It’s not money, then, that is important—it’s the lack of it.


Given all this, then, how can you determine where you stand? Say you’re a highly motivated professional who genuinely cares about both career and living a full life—where do you draw the line? Consider asking yourself some questions:

  • Have you heard comments in the last month about how much you work?
  • Can you actually take weekends off without checking your email?
  • Do you turn to work when feelings of guilt, concern, or anger rise up?
  • When was the last time you took a few days to pursue something you enjoy but won’t be paid for?

These questions may seem basic, but they should, and their answers matter. If you find yourself shying away from this kind of topic, that is also a good indication you need to sit back and give some careful reflection to the subject: How much better a job can you do if you’re healthy and balanced?

Workaholics - Scale with Question marks


To be clear, the difference between a healthy work ethic and a tendency toward “workaholism” is typically quite vast. However, if you feel you fit the latter demographic, all hope is not lost. Chances are a shift in perception and a proverbial “letting yourself off the hook” may be one of the first steps toward a positive change.

Work smart (not hard).  Perhaps you can put your penchant for hard work to use by maximizing your knack for efficiency. Remind yourself that being highly productive for a shorter time is an accomplishment in and of itself. Setting reasonable limits is vital to ensuring that your work doesn’t consume all other aspects of your life.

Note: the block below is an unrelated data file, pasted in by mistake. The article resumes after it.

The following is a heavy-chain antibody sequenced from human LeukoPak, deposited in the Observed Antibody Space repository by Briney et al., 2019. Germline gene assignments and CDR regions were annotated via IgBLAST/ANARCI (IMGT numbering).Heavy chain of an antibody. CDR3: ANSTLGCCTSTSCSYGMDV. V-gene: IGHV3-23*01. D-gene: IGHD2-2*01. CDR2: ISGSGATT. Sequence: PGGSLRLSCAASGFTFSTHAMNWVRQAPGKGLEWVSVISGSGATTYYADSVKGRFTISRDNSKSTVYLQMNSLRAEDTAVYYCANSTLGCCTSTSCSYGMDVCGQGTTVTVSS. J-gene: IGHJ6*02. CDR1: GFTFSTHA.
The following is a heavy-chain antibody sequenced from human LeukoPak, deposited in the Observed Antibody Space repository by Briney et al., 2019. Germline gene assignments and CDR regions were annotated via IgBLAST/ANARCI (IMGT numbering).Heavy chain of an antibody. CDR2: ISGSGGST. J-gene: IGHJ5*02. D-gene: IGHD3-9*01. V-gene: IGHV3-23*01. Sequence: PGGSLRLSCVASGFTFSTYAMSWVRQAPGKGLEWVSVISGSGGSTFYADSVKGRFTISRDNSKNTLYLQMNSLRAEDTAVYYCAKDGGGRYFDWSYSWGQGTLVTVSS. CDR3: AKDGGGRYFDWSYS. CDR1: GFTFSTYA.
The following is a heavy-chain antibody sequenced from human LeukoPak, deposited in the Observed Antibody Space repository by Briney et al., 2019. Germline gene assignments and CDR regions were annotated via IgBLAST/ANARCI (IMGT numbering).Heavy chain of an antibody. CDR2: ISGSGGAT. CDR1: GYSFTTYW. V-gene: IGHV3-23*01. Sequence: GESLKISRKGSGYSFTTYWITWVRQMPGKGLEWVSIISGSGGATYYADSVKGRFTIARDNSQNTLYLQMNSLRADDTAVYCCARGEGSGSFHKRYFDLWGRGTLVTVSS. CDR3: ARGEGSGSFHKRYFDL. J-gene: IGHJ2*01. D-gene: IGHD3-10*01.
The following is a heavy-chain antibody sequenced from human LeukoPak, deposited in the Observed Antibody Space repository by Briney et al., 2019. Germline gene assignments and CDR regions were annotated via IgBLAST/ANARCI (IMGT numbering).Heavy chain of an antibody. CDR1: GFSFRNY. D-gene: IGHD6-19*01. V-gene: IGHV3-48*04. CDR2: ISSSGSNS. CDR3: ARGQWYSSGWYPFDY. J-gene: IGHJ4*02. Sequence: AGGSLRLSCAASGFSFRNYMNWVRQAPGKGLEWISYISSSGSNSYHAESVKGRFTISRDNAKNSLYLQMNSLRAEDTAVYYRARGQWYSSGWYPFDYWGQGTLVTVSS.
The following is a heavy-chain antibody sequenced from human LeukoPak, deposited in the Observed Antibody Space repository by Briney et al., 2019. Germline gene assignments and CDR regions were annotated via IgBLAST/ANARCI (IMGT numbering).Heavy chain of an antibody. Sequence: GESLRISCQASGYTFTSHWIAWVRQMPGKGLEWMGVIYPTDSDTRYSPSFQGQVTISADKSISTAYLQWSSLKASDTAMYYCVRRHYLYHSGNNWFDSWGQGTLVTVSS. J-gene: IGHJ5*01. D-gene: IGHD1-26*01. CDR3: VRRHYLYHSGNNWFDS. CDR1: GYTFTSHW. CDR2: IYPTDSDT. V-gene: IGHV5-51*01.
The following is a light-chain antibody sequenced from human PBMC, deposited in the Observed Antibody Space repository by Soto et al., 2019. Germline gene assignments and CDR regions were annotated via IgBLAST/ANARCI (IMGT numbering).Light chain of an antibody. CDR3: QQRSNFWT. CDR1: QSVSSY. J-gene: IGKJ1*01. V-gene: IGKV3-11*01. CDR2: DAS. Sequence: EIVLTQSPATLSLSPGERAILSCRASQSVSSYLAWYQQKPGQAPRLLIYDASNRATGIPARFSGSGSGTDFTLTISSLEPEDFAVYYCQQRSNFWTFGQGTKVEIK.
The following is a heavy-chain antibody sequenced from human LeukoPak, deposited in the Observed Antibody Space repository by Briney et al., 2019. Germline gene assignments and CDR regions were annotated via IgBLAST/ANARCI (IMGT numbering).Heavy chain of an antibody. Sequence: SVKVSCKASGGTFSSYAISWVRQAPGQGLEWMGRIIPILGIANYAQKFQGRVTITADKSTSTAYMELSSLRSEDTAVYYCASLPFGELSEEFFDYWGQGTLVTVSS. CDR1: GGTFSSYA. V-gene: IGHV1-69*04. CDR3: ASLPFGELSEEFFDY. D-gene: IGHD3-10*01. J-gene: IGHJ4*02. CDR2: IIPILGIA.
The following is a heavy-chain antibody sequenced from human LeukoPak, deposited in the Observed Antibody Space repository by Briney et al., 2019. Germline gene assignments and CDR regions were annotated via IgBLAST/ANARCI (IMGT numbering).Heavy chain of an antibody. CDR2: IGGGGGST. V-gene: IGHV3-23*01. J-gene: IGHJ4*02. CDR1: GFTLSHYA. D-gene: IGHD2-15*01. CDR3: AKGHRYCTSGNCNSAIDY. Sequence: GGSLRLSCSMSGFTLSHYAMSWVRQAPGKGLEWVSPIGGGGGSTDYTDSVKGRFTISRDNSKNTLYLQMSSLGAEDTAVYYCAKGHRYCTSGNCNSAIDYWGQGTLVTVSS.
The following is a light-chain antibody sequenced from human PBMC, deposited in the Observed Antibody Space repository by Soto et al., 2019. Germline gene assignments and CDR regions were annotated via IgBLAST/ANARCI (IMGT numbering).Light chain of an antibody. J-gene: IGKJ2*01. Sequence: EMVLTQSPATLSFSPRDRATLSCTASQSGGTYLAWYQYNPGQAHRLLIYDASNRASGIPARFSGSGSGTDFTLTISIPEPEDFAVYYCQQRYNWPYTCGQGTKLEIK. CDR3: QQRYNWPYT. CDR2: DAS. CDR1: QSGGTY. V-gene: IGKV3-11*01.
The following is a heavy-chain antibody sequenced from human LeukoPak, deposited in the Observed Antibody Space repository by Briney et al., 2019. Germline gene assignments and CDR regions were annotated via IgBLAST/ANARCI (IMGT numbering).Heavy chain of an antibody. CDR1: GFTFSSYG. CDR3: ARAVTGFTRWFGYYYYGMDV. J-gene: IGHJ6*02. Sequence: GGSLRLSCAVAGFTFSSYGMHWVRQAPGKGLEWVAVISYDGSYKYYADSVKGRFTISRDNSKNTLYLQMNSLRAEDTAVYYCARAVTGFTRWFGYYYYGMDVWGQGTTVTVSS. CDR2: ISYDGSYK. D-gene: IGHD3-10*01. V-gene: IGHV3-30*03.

Look at the “big picture”. Viewing your life as a complete entity can help you realize what may be missing from it. Although somber in nature, imagine what those closest to you will remember most. Will they recall pleasant and fulfilling memories of time shared? Sometimes we must take a glimpse at ourselves from a different perspective in order to improve and make the most of the life we’ve got.


Fred Coon, CEO

Stewart, Cooper & Coon, has helped thousands of decision makers and senior executives move up in their careers and achieve significantly improved financial packages within short time frames. Contact Fred Coon – 866-883-4200, Ext. 200